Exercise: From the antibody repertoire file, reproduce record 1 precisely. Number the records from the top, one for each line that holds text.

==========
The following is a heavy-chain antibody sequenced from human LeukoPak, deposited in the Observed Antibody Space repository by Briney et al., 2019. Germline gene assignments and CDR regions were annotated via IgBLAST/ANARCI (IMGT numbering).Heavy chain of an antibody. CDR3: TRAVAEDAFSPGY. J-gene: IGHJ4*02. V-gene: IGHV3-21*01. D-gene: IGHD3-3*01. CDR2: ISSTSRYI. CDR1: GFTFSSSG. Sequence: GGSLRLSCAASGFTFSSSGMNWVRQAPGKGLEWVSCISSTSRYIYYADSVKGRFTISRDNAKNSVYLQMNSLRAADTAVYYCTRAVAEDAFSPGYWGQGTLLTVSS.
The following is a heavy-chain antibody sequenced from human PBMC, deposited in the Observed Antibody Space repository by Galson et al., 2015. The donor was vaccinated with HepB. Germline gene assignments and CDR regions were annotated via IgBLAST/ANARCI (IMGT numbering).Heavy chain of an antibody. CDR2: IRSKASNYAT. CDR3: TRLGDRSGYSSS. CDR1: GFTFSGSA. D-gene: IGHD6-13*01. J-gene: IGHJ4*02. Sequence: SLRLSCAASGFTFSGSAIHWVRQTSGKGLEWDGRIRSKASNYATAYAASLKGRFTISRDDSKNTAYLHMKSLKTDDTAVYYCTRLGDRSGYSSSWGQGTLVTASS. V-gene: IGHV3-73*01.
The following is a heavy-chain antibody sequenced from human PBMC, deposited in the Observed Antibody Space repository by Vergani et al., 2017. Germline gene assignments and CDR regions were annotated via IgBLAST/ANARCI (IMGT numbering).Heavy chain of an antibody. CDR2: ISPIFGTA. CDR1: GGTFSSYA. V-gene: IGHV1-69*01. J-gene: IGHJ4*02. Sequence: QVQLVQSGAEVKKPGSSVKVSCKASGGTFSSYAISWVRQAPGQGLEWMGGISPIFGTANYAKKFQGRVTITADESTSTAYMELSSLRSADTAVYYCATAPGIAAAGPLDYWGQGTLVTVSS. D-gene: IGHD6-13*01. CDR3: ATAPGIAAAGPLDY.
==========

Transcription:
The following is a heavy-chain antibody sequenced from human LeukoPak, deposited in the Observed Antibody Space repository by Briney et al., 2019. Germline gene assignments and CDR regions were annotated via IgBLAST/ANARCI (IMGT numbering).Heavy chain of an antibody. CDR3: TRAVAEDAFSPGY. J-gene: IGHJ4*02. V-gene: IGHV3-21*01. D-gene: IGHD3-3*01. CDR2: ISSTSRYI. CDR1: GFTFSSSG. Sequence: GGSLRLSCAASGFTFSSSGMNWVRQAPGKGLEWVSCISSTSRYIYYADSVKGRFTISRDNAKNSVYLQMNSLRAADTAVYYCTRAVAEDAFSPGYWGQGTLLTVSS.